Bush said after meeting Barroso: "We talked about the importance for Europe and the United States to resolve any differences we have when it comes to the Doha Round."
Speaking at a joint press conference, Barroso urged negotiators to break the impasse soon: "The world faces a moment of truth for the Doha round and the multilateral trading system.
"If that moment slips by, we risk losing all the substantial benefits now on the table. It it too important to fail, we cannot fail."
Since the round's collapse in July 2006, negotiators have forged ahead with quiet, lower-level discussions on a deal, which would slash tariff barriers and eliminate some subsidies.
But it's still unclear whether those talks will push the round towards a successful conclusion any time soon.
While Barroso said that both leaders were "unequivocal" in their intent to conclude the round successfully, he pointed to the need for resolve from other major players, such as emerging market powerhouses India and Brazil, to move ahead.
Many Doha supporters fear the round could be put on hold for years if negotiators can not clinch a breakthrough by March - a few months before the White House's trade negotiating authority expires.
From the beginning, agriculture has been the chief sticking point for Doha, and analysts said ahead of the meeting that even Monday's presidential tete-a-tete may not be enough to resolve deep-seated discord over farm subsidies.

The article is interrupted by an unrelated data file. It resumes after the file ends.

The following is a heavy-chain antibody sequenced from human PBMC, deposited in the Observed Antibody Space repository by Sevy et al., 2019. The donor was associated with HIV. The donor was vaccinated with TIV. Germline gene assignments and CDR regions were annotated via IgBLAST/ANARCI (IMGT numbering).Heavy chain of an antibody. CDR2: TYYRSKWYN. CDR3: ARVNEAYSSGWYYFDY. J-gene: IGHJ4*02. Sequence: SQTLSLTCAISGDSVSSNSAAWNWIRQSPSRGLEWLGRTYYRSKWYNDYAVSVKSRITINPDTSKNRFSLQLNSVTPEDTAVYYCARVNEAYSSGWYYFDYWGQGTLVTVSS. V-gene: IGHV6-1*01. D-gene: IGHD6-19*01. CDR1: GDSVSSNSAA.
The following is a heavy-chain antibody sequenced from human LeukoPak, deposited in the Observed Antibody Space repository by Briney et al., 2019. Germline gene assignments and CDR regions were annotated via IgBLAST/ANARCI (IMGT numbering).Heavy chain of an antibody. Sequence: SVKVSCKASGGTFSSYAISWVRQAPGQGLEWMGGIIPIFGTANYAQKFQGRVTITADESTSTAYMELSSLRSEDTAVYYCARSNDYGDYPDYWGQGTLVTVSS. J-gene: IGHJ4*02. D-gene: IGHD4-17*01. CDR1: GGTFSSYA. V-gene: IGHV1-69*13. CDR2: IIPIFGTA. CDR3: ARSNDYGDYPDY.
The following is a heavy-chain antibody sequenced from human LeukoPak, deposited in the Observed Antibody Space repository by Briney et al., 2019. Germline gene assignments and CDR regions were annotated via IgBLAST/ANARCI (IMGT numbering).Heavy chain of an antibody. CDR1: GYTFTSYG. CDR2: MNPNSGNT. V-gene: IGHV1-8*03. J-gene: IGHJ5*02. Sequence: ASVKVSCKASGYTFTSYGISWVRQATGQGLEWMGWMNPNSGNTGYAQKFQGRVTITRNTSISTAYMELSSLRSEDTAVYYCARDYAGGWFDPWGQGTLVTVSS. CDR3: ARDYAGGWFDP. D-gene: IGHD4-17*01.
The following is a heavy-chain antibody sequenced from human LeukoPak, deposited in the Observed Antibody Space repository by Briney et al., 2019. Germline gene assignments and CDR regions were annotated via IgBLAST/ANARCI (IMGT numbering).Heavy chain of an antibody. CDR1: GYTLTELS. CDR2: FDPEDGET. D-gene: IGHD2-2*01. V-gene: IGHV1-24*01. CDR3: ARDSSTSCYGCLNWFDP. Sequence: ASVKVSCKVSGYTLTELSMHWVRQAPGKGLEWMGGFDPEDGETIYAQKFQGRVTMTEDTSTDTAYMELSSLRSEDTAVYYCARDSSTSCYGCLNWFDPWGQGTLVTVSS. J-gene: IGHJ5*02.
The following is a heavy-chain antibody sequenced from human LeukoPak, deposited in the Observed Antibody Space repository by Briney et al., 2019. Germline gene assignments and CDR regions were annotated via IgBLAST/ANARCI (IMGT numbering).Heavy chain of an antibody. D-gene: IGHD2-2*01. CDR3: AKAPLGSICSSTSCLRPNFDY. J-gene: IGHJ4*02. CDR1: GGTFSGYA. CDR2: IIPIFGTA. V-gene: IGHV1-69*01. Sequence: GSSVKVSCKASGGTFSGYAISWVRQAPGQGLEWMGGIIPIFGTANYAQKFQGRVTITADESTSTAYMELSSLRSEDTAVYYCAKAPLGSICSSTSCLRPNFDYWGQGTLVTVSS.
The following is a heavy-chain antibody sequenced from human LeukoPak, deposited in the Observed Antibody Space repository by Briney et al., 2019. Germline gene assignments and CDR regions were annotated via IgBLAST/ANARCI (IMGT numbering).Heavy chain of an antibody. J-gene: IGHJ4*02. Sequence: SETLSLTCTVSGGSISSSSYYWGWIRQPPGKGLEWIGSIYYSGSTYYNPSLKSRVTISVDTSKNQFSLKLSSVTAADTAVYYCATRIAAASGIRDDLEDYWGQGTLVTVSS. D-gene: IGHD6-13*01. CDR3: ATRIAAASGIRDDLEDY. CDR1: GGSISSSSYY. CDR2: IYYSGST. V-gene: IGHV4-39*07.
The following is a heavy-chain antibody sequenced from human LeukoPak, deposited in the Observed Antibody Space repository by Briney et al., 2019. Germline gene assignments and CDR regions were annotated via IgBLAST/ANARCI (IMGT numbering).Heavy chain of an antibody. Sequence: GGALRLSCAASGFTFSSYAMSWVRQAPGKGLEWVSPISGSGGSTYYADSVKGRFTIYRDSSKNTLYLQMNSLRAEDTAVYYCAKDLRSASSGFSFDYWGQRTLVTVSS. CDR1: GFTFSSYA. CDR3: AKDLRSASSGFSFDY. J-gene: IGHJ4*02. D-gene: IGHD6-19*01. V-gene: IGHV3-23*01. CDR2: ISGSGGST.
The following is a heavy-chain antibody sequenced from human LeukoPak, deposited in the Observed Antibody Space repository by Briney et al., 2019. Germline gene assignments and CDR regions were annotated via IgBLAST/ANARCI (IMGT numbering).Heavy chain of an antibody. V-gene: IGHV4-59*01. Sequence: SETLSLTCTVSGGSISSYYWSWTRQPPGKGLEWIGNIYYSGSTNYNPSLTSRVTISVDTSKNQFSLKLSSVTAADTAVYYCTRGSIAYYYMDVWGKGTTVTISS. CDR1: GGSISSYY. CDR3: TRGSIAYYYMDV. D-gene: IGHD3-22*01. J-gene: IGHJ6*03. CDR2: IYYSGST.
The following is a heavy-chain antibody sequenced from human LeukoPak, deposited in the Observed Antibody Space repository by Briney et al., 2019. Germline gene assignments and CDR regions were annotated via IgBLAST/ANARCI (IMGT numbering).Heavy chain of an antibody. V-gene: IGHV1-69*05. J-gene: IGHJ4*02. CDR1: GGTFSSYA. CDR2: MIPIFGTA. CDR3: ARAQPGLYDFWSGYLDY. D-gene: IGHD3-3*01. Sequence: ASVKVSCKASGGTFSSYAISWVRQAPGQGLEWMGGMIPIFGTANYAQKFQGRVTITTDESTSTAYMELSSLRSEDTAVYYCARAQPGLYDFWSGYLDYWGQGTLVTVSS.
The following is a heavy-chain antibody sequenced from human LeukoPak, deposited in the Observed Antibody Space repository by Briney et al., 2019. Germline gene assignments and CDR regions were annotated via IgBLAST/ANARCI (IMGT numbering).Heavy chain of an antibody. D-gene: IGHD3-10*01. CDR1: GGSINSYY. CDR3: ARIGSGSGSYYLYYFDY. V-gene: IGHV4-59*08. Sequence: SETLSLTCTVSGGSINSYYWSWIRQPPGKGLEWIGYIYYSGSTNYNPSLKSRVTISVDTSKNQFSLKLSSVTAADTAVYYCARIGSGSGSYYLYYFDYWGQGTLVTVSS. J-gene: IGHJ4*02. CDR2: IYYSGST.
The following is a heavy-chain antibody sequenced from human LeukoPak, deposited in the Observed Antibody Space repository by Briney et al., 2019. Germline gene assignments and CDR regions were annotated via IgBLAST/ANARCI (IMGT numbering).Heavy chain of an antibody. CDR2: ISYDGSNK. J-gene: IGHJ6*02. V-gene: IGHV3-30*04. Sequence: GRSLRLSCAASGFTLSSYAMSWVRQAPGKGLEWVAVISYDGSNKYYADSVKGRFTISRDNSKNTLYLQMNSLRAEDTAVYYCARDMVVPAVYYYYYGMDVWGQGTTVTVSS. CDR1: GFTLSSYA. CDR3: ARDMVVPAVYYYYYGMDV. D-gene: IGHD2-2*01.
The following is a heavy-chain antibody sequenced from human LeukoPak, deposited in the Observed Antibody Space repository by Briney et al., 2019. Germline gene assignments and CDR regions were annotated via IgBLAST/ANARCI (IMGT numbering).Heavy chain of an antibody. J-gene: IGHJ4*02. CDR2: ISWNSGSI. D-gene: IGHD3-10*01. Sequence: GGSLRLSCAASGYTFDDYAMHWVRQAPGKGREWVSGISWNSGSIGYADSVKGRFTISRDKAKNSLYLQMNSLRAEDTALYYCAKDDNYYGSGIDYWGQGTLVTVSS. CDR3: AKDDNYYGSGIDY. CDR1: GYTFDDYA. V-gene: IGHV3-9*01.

Charlotte Hebebrand, president of the International Food and Agriculture Trade Policy Council, a Washington-based advocacy and research group, said: "If [Doha] is going to go anywhere, someone needs to take the first step."
US farm subsidies For many Europeans, that step should be an American one. EU officials have put the onus largely on the US in recent weeks, calling for a "genuine and serious" offer on reducing US subsidies, which now top $20bn a year.
Yet subsidy reform is a sensitive proposition for American farmers. Farm groups like the American Farm Bureau Federation support the Bush administration's existing reform plan, which would cut trade-distorting supports by 53 per cent, but say they won't tolerate more until they see tariffs fall in Europe and key developing countries.
Bob Stallman, president of the farm bureau, said: " Until that happens, the position of US farmers won't change."
Wary of deals
Clinching US farmers' support could be even more difficult because they have grown wary of new trade deals, said Gary Blumenthal, a trade analyst at World Perspectives, a Washington think-tank.
With high commodity prices and a growing web of bilateral and regional deals, farmers are increasingly sceptical that a world deal would be much better than what they have now.
Many US farmers are suspicious that even if a global deal is cut, other issues such as food safety rules may keep their goods out of new markets.